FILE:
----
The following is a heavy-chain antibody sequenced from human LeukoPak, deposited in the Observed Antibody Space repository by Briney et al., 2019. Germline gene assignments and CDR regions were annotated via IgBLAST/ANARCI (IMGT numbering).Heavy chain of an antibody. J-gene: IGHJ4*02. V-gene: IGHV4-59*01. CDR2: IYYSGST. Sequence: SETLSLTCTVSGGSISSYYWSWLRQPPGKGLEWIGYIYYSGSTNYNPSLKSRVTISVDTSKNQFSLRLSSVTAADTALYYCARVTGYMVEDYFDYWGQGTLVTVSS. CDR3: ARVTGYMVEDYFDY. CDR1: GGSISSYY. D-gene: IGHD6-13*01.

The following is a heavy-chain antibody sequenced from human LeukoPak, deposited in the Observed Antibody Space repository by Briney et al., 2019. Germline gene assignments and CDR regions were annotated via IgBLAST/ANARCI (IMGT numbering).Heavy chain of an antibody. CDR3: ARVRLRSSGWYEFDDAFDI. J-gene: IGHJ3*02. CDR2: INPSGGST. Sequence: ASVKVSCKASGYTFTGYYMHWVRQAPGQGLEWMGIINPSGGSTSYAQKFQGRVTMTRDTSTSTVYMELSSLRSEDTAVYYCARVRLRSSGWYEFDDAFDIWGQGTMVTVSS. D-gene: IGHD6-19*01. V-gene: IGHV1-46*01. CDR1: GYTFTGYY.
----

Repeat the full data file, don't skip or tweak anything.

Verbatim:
The following is a heavy-chain antibody sequenced from human LeukoPak, deposited in the Observed Antibody Space repository by Briney et al., 2019. Germline gene assignments and CDR regions were annotated via IgBLAST/ANARCI (IMGT numbering).Heavy chain of an antibody. J-gene: IGHJ4*02. V-gene: IGHV4-59*01. CDR2: IYYSGST. Sequence: SETLSLTCTVSGGSISSYYWSWLRQPPGKGLEWIGYIYYSGSTNYNPSLKSRVTISVDTSKNQFSLRLSSVTAADTALYYCARVTGYMVEDYFDYWGQGTLVTVSS. CDR3: ARVTGYMVEDYFDY. CDR1: GGSISSYY. D-gene: IGHD6-13*01.

The following is a heavy-chain antibody sequenced from human LeukoPak, deposited in the Observed Antibody Space repository by Briney et al., 2019. Germline gene assignments and CDR regions were annotated via IgBLAST/ANARCI (IMGT numbering).Heavy chain of an antibody. CDR3: ARVRLRSSGWYEFDDAFDI. J-gene: IGHJ3*02. CDR2: INPSGGST. Sequence: ASVKVSCKASGYTFTGYYMHWVRQAPGQGLEWMGIINPSGGSTSYAQKFQGRVTMTRDTSTSTVYMELSSLRSEDTAVYYCARVRLRSSGWYEFDDAFDIWGQGTMVTVSS. D-gene: IGHD6-19*01. V-gene: IGHV1-46*01. CDR1: GYTFTGYY.